HomeGroupsTalkZeitgeist
Hide this

Results from Google Books

Click on a thumbnail to go to Google Books.

Lake People by Abi Maxwell
Loading...

Lake People (edition 2013)

by Abi Maxwell

MembersReviewsPopularityAverage ratingConversations
323347,362 (4.33)None
Member:msbaba
Title:Lake People
Authors:Abi Maxwell
Info:Knopf (2013), Hardcover, 224 pages
Collections:Your library
Rating:*****
Tags:Fiction, New Hapshire Lake District, Linked stories

Work details

Lake People by Abi Maxwell

None

None.

Loading...

Sign up for LibraryThing to find out whether you'll like this book.

No current Talk conversations about this book.

Showing 2 of 2
The Lake People
By
Abi Maxwell

My "in a nutshell" summary...

Lots of stories, sadness and mystery surround a family and a found baby.

My thoughts after reading this book...

A family has an attachment and lots of mystical feelings about this lake that has provided them with way too much sorrow. There are all of these beliefs that people get drawn to and swallowed up by this lake...sometimes even when they don't want to...even when they take precautions...like the men who had a canoe and still drowned. Whew!

The book is divided into sections and eras and we learn and relive the history f this family and those connected to them. Especially important is Alice Thornton...the baby who was found in a canoe near the lake. Most of the story is about her and how she discovers who she is.

What I loved about this book...

I did enjoy the bits of history about this family...I loved the parts about Signe's life as a teacher and as a person who loved ordering things from catalogs...I loved the way she labeled her canned goods and ordered pheasant and truffles and other strange delights.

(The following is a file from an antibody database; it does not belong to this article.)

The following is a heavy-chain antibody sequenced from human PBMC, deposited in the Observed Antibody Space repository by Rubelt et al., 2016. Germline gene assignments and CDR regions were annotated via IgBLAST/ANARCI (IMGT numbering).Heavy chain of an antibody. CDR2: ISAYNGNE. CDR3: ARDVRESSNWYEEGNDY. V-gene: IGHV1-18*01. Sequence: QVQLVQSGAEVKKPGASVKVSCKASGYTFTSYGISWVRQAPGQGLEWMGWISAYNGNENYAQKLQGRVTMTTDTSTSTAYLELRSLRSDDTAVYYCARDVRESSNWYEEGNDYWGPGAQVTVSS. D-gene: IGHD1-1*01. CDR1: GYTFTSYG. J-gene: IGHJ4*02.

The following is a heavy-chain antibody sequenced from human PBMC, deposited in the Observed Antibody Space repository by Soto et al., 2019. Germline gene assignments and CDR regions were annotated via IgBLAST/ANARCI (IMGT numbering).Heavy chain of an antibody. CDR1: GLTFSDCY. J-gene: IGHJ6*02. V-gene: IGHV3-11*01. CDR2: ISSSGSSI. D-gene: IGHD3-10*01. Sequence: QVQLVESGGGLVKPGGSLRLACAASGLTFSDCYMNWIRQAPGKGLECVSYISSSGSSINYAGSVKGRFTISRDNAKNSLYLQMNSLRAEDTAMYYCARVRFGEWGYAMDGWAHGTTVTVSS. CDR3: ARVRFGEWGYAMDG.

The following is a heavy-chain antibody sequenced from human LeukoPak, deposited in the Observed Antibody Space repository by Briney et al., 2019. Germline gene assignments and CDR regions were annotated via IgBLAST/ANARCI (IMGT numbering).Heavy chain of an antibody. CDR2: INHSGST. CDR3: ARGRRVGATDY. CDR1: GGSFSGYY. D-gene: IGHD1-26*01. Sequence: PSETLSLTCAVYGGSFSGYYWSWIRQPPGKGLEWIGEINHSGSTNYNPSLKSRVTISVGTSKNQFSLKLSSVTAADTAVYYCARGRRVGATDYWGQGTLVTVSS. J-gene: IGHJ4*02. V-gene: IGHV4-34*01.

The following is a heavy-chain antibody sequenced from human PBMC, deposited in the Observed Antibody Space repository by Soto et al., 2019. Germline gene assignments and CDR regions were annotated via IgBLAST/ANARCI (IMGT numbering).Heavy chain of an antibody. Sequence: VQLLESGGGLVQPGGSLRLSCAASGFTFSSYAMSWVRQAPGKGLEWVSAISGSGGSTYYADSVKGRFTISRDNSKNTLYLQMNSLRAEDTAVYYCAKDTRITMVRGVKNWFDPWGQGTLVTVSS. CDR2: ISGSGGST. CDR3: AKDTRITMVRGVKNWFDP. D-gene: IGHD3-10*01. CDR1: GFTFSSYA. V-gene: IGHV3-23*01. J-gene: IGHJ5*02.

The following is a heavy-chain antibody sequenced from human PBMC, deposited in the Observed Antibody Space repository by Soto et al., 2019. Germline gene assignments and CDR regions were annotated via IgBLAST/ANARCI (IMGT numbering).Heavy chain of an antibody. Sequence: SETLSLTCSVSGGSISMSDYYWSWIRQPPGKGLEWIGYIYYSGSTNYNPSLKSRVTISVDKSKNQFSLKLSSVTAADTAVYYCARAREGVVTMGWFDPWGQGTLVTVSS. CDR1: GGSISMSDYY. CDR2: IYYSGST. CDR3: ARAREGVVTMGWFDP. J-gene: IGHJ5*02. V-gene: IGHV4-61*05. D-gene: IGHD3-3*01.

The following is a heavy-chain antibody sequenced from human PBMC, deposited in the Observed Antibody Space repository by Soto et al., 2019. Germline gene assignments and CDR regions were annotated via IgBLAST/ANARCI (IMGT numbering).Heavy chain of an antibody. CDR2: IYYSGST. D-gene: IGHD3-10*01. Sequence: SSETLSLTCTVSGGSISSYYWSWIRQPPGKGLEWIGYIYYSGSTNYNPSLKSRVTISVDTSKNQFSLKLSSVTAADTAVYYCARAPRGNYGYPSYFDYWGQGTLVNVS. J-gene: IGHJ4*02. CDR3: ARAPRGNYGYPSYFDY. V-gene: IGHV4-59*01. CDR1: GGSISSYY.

What I did not love...

I chose this book to read but I ultimately did not enjoy it. In my mind it rambled, the lake part was weird and I didn't connect with any character...I thought the most interesting character was Signe and all of her lost loves. I found nothing starkly wrong with this book. The author weaves a lovely story. I just didn't love it.

Final thoughts...

A tightly woven mysterious book about a rather odd family and a lake. Readers who love a sort of folklorish tale should really enjoy this. ( )
  PattyLouise | May 13, 2013 |
Lake People by Abi Maxwell is a positively stunning debut, an exquisite novel in the tradition of Marilynne Robinson’s Housekeeping and Elizabeth Strout’s Olive Kitteridge. I read it once slowly and then immediately turned around and read it again even more slowly. Why? Because the author’s well-crafted, precise, and distilled prose was a thorough delight, a quiet pleasure…something easily savored twice.

Lake People is an unusual novel told in stories; together the stories form a complete and interconnected whole. Overall, the book is about the life of Alice Thornton, one inhabitant of a small town in the Lake District of New Hampshire.

The book begins where it ends, in 1982, when Alice is 24. In the first chapter, Alice recounts the story of how she was discovered in 1958 as an orphan in a basket in a canoe tied to the boathouse of a prominent town resident. We learn about her great-great-grandmother, Eleonora, whose story forms part of the common heritage and mythology of the town.